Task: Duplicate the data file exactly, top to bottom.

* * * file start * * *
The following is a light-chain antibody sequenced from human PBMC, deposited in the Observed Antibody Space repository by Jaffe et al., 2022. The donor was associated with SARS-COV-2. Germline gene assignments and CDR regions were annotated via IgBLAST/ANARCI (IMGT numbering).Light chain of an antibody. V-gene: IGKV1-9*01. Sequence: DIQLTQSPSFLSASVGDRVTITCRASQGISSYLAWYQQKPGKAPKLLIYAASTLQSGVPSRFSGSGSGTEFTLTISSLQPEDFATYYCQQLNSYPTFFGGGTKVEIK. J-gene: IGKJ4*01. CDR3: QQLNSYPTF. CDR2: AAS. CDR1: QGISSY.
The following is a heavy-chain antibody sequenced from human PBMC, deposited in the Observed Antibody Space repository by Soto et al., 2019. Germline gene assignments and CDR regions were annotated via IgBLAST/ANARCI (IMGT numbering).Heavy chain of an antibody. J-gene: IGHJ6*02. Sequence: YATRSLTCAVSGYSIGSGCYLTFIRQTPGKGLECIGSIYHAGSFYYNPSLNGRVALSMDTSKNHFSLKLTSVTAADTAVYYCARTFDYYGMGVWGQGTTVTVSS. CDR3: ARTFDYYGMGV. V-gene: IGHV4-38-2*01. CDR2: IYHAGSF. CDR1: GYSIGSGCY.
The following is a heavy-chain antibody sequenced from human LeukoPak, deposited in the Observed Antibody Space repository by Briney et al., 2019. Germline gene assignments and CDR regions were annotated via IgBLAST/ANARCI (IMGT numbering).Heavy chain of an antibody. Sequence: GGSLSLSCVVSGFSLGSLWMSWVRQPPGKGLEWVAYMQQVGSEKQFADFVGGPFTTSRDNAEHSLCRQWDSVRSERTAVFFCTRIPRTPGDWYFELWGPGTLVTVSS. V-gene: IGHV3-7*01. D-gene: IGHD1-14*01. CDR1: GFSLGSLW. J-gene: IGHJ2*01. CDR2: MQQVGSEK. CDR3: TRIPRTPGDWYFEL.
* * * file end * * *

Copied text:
The following is a light-chain antibody sequenced from human PBMC, deposited in the Observed Antibody Space repository by Jaffe et al., 2022. The donor was associated with SARS-COV-2. Germline gene assignments and CDR regions were annotated via IgBLAST/ANARCI (IMGT numbering).Light chain of an antibody. V-gene: IGKV1-9*01. Sequence: DIQLTQSPSFLSASVGDRVTITCRASQGISSYLAWYQQKPGKAPKLLIYAASTLQSGVPSRFSGSGSGTEFTLTISSLQPEDFATYYCQQLNSYPTFFGGGTKVEIK. J-gene: IGKJ4*01. CDR3: QQLNSYPTF. CDR2: AAS. CDR1: QGISSY.
The following is a heavy-chain antibody sequenced from human PBMC, deposited in the Observed Antibody Space repository by Soto et al., 2019. Germline gene assignments and CDR regions were annotated via IgBLAST/ANARCI (IMGT numbering).Heavy chain of an antibody. J-gene: IGHJ6*02. Sequence: YATRSLTCAVSGYSIGSGCYLTFIRQTPGKGLECIGSIYHAGSFYYNPSLNGRVALSMDTSKNHFSLKLTSVTAADTAVYYCARTFDYYGMGVWGQGTTVTVSS. CDR3: ARTFDYYGMGV. V-gene: IGHV4-38-2*01. CDR2: IYHAGSF. CDR1: GYSIGSGCY.
The following is a heavy-chain antibody sequenced from human LeukoPak, deposited in the Observed Antibody Space repository by Briney et al., 2019. Germline gene assignments and CDR regions were annotated via IgBLAST/ANARCI (IMGT numbering).Heavy chain of an antibody. Sequence: GGSLSLSCVVSGFSLGSLWMSWVRQPPGKGLEWVAYMQQVGSEKQFADFVGGPFTTSRDNAEHSLCRQWDSVRSERTAVFFCTRIPRTPGDWYFELWGPGTLVTVSS. V-gene: IGHV3-7*01. D-gene: IGHD1-14*01. CDR1: GFSLGSLW. J-gene: IGHJ2*01. CDR2: MQQVGSEK. CDR3: TRIPRTPGDWYFEL.